Modiji, re­form the pub­lic sec­tor first

Deccan Chronicle - - EDIT - Mo­han Gu­ruswamy The writer, a pol­icy an­a­lyst study­ing eco­nomic and se­cu­rity is­sues, held se­nior po­si­tions in gov­ern­ment and in­dus­try. He also spe­cialises in the Chi­nese econ­omy.

By all ac­counts Naren­dra Modi is a pretty iso­lated fig­ure. Few know who he meets and whose ad­vice he so­lic­its. Un­like the pre­vi­ous Prime Min­is­ter, who cre­ated many coun­cils of ad­vis­ers and gave many of the coun­try’s gain­fully un­der-em­ployed ti­tles and plat­forms to be seen on and not nec­es­sar­ily heard, Naren­dra Modi has given away lit­tle ex­cept to a few cronies from his Gu­jarat days. Dr Man­mo­han Singh had a sur­feit of ad­vice with it flow­ing from as many as eight sec­tor spe­cific coun­cils of which he him­self headed as many as six, in­clud­ing one each on skill de­vel­op­ment, in­dus­try, nutri­tion, wildlife and unique iden­ti­fi­ca­tion. Th­ese coun­cils rarely met. The one on nutri­tion, for in­stance, met only once in the UPA’s 10 years. Apart from th­ese, Dr Singh had 35 min­is­te­rial com­mit­tees — em­pow­ered groups of min­is­ters (EGoMs) and groups of min­is­ters (GoMs) — to whom he tossed de­ci­sions, more of­ten not to be taken. The only coun­cil that met reg­u­larly was the Coun­cil on Trade and In­dus­try, which fea­tured all the ma­jor cap­tains of busi­ness. As they say, money is the mother’s milk of politics

True to his word, Mr Modi dis­man­tled all th­ese coun­cils and com­mit­tees and every­thing is now con­cen­trated with him. But one group he meets from time to time, even if not to so­licit ad­vice but to preach, are in­dus­tri­al­ists. Since he took over he has had two well-pub­li­cised gath­er­ings of all the fat cats, even the NPA over­bur­dened ones, and one more is now planned for soon. The in­dus­tri­al­ists will make pre­sen­ta­tions with an aim to sug­gest ways to achieve Mr Modi’s pol­icy vi­sion — New In­dia 2022. The dis­cus­sions are likely to re­volve around “Make in In­dia”, over­haul of the fi­nan­cial ser­vices, health­care, re­tail and Dig­i­tal In­dia.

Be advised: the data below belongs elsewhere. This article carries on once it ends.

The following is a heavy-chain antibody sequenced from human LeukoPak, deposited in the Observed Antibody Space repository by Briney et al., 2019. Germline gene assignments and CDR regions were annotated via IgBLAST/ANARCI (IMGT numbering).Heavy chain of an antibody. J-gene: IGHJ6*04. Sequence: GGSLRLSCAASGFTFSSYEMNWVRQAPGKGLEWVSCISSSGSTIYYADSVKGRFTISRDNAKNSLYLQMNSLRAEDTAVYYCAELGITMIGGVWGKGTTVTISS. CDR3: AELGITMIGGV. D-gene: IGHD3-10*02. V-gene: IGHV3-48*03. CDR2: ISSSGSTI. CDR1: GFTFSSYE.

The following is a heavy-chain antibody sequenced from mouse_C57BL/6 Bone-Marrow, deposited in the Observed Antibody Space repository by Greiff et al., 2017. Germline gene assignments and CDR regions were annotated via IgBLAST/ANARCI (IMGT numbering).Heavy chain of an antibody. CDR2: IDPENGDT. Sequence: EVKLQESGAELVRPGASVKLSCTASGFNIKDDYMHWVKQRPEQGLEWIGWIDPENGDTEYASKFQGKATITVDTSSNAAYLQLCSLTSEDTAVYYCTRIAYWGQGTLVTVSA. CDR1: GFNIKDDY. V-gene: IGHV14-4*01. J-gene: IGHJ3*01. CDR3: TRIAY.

How­ever, his list of ex­pected in­vi­tees be­trays his my­opia. He ob­vi­ously be­lieves that the pri­vate cor­po­ra­tions are the ones who will lead In­dia’s eco­nomic growth and pro­vide it with the en­trepreneur­ship and vi­sion re­quired to make our dreams come true. He seems to for­get that most of our ma­jor com­pa­nies have busi­ness mod­els based on ob­tain­ing gov­ern­ment as­sets at low prices and sell­ing the prod­ucts and ser­vices at mar­ket prices. He also misses the fact that most of in­dus­trial in­vest­ment in In­dia is by the State, and un­less th­ese be­come pro­duc­tive and prof­itable, In­dia’s in­dus­trial sec­tor will lan­guish. The pri­vate sec­tor by con­trast does well and the chal­lenge for the gov­ern­ment is to make the pub­lic sec­tor do as well. This does not al­ways en­tail pri­vati­sa­tion.

Yet, in the three years he has been in of­fice, Mr Modi has shown a sin­gu­lar lack of in­ter­est in the pub­lic sec­tor where our eco­nomic and in­dus­trial malaise is con­cen­trated. He has heard enough of the gripes of the pri­vate sec­tor cap­tains. Mr Modi should now be talk­ing to PSU bosses to un­der­stand their prob­lems and seek ideas and ad­vice from them on how to jump­start the mori­bund PSUs so that they can con­trib­ute to growth in a mean­ing­ful way.